Belgian Grand Prix
The Belgian Grand Prix is part of the Formula One World Championship. Belgium's Spa-Francorchamps circuit is among the most historic on the Formula One calendar, having hosted a (non-championship) Grand Prix as long ago as 1924, and remains one of the most popular venues with drivers and fans alike.
Run on narrow public roads (similar to Le Mans in France), the original Spa layout was almost 15 kilometres long and notoriously dangerous. The lap distance was reduced slightly over the years, with some corners eased, but when it staged its final Grand Prix in 1970 it still measured just over 14 kilometres and remained amazingly fast.
The Spa returned to the calendar in 1983 in a drastically revised form, with lap distance cut to just under seven kilometres. Around two thirds of the lap used the original layout and the legendary Eau Rouge corner remained intact. The only criticism of the reworked course was the new Bus Stop chicane on the run down to La Source.
The Spa still remains the longest circuit on the calendar. Its mix of long straights and challenging fast corners, coupled with its picturesque setting, means that most drivers still rank it among their favourite tracks. The weather is still notoriously changeable; at one point in the events history it rained for twenty consecutive years. Frequently drivers confront a part of the course that is clear and bright while another stretch is rainy and slippery.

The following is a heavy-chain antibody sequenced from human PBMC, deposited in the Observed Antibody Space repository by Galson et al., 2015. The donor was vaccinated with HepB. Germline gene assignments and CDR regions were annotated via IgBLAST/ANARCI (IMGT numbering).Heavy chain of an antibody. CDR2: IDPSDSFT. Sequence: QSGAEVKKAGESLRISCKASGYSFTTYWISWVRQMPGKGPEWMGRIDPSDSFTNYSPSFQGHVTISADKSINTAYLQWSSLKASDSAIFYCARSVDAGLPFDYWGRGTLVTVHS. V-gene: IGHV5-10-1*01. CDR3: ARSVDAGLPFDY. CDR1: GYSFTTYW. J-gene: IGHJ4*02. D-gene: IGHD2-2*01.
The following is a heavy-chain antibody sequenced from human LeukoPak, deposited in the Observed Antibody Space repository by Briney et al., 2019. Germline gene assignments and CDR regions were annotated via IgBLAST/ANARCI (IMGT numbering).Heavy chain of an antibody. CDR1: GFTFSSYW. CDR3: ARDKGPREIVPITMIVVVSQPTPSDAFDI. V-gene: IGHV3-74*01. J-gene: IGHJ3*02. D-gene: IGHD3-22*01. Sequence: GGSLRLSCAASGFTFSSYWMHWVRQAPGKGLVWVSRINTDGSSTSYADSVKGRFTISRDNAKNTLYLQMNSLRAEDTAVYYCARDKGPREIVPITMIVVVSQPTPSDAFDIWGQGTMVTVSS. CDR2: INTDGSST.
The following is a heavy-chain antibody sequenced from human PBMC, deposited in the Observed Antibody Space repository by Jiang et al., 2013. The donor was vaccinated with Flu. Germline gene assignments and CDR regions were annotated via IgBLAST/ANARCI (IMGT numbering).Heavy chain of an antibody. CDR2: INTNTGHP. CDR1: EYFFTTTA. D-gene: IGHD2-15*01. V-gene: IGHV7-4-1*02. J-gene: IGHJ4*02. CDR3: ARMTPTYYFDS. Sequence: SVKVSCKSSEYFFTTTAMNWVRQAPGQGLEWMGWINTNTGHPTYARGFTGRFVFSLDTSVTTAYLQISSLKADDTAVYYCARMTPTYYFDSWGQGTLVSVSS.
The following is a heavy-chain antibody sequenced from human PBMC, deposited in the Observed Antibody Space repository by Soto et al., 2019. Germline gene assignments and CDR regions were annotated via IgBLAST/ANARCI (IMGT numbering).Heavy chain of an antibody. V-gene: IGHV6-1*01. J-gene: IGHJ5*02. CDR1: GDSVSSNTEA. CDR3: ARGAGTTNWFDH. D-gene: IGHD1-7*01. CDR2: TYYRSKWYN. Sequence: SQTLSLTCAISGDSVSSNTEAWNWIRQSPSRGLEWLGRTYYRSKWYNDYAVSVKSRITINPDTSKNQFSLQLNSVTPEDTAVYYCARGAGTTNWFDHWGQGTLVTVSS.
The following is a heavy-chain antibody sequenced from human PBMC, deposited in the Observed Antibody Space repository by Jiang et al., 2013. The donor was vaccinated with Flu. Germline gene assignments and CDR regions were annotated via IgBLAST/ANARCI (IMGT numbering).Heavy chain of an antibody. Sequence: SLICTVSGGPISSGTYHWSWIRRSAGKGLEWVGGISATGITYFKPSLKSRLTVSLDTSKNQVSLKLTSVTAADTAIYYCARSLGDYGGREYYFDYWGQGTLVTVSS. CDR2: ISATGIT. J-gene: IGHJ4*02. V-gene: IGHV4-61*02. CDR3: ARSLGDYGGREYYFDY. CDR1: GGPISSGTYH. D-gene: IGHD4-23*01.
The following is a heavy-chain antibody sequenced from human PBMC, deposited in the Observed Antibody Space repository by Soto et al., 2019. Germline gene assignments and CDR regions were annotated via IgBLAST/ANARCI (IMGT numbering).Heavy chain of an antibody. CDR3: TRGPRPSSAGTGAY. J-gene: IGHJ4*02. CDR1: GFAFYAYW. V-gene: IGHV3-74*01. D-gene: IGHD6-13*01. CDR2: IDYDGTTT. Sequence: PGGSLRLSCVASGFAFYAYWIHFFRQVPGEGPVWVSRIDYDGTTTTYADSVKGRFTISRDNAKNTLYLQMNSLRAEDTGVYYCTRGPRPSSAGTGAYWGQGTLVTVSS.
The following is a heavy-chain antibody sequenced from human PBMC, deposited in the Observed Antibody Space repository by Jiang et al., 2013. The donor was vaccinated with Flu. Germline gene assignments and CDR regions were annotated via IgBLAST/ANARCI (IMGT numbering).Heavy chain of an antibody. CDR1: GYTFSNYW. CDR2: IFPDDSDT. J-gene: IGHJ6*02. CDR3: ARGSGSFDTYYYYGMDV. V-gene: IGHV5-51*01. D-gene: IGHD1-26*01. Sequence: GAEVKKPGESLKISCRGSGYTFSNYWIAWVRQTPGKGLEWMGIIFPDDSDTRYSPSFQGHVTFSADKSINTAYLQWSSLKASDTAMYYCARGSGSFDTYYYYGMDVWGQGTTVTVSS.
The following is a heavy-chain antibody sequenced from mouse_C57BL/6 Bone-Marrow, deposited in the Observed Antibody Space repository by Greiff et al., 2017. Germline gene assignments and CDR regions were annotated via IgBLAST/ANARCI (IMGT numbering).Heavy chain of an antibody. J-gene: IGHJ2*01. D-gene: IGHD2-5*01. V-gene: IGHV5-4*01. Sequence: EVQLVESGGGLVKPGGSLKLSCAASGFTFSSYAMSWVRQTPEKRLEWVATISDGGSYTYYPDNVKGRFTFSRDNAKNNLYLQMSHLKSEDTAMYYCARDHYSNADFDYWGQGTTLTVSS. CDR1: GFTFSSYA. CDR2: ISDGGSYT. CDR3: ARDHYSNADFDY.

Such is the challenge of Spa that only the truly great drivers can really claim to have mastered it. In fact just six men have won the race more than twice - Juan Manuel Fangio (three times), Damon Hill (three times), Kimi Raikkonen (three times), Jim Clark (four times), Ayrton Senna (five times) and Michael Schumacher (six times).